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Proc Natl Acad Sci U S A. 2008 Sep 30; 105(39): 14879–14884.
Published online 2008 Sep 23. doi:  10.1073/pnas.0803230105
PMCID: PMC2567461
Cell Biology

A search for conserved sequences in coding regions reveals that the let-7 microRNA targets Dicer within its coding sequence


Recognition sites for microRNAs (miRNAs) have been reported to be located in the 3′ untranslated regions of transcripts. In a computational screen for highly conserved motifs within coding regions, we found an excess of sequences conserved at the nucleotide level within coding regions in the human genome, the highest scoring of which are enriched for miRNA target sequences. To validate our results, we experimentally demonstrated that the let-7 miRNA directly targets the miRNA-processing enzyme Dicer within its coding sequence, thus establishing a mechanism for a miRNA/Dicer autoregulatory negative feedback loop. We also found computational evidence to suggest that miRNA target sites in coding regions and 3′ UTRs may differ in mechanism. This work demonstrates that miRNAs can directly target transcripts within their coding region in animals, and it suggests that a complete search for the regulatory targets of miRNAs should be expanded to include genes with recognition sites within their coding regions. As more genomes are sequenced, the methodological approach that we used for identifying motifs with high sequence conservation will be increasingly valuable for detecting functional sequence motifs within coding regions.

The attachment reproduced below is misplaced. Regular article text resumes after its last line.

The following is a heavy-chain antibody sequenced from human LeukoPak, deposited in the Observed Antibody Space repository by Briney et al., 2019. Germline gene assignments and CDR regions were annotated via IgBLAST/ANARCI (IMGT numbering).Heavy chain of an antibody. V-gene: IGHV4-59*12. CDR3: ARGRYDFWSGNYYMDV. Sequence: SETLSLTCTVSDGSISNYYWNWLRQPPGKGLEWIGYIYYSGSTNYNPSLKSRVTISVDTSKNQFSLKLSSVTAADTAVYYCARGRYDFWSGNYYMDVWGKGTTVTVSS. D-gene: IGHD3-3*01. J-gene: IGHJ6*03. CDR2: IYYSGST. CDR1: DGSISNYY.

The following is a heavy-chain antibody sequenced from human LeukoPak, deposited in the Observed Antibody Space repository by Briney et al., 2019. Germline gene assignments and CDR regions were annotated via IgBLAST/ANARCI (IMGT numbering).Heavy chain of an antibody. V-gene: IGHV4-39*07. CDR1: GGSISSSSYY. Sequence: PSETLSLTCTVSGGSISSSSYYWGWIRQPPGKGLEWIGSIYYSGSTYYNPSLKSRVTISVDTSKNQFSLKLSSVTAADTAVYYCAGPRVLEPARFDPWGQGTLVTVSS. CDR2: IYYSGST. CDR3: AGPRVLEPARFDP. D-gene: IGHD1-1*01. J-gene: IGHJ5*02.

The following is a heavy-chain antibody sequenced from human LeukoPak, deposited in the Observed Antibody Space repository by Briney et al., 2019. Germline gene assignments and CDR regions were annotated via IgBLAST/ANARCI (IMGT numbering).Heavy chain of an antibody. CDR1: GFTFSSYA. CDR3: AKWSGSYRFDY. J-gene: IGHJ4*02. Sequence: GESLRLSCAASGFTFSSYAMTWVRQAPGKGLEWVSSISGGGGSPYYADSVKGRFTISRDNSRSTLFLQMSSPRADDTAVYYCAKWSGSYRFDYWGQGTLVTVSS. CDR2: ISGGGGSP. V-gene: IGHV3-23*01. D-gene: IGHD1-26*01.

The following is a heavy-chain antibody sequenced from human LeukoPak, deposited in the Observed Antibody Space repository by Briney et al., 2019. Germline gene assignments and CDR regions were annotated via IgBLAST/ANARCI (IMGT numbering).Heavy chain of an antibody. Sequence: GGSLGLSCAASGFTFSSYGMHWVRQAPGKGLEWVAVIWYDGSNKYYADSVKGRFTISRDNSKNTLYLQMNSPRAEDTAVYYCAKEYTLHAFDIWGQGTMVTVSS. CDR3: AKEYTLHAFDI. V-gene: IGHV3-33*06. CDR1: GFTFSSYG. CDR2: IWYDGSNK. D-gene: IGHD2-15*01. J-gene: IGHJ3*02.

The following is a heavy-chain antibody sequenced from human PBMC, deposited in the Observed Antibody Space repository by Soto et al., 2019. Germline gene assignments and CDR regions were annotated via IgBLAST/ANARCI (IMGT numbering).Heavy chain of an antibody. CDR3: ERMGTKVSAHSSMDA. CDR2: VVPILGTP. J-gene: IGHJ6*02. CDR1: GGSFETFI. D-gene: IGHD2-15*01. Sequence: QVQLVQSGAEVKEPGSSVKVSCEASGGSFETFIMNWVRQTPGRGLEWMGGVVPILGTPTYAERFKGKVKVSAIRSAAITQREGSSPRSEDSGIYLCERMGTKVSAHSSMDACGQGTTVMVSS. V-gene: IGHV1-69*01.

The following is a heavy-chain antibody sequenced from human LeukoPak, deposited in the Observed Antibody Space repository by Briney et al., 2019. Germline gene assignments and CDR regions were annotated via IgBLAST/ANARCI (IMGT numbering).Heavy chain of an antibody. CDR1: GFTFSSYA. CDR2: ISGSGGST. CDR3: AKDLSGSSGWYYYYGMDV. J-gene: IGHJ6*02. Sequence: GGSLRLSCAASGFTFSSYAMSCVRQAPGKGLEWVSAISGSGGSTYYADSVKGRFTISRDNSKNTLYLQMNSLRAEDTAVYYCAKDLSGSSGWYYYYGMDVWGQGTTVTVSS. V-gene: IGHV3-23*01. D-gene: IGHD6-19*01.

Keywords: computational biology, posttranscriptional regulation, comparative genomics, multiple-sequence alignment, evolutionary conservation

MicroRNAs (miRNAs) are endogenously encoded, single-stranded regulatory RNAs that bind to and inhibit the translation of transcripts with complementary sequence (1). Computational evidence suggests that miRNAs regulate at least 20% of human genes and have been implicated in the regulation of a wide range of biological systems (2). In plants, miRNA targets can be predicted with relatively high confidence because of the extensive base pairing between plant miRNAs and their target mRNAs (1). In animals, in contrast, miRNAs typically bind to their targets with significantly less complementarity, and the short target sequences are, therefore, difficult to identify on the basis of sequence alone. As a result, most computational approaches to predict miRNA–target interactions rely on conservation of target sites (36).